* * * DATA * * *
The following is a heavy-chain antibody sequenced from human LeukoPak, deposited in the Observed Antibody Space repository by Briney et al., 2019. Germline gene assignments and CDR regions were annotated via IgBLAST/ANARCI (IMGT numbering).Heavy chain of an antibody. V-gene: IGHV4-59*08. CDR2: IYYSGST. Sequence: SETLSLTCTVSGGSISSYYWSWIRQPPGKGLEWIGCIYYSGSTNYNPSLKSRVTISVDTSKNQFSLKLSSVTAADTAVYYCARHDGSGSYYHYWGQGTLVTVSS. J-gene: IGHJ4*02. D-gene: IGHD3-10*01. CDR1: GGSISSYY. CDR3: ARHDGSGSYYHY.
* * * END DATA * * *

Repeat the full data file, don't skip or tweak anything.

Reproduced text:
The following is a heavy-chain antibody sequenced from human LeukoPak, deposited in the Observed Antibody Space repository by Briney et al., 2019. Germline gene assignments and CDR regions were annotated via IgBLAST/ANARCI (IMGT numbering).Heavy chain of an antibody. V-gene: IGHV4-59*08. CDR2: IYYSGST. Sequence: SETLSLTCTVSGGSISSYYWSWIRQPPGKGLEWIGCIYYSGSTNYNPSLKSRVTISVDTSKNQFSLKLSSVTAADTAVYYCARHDGSGSYYHYWGQGTLVTVSS. J-gene: IGHJ4*02. D-gene: IGHD3-10*01. CDR1: GGSISSYY. CDR3: ARHDGSGSYYHY.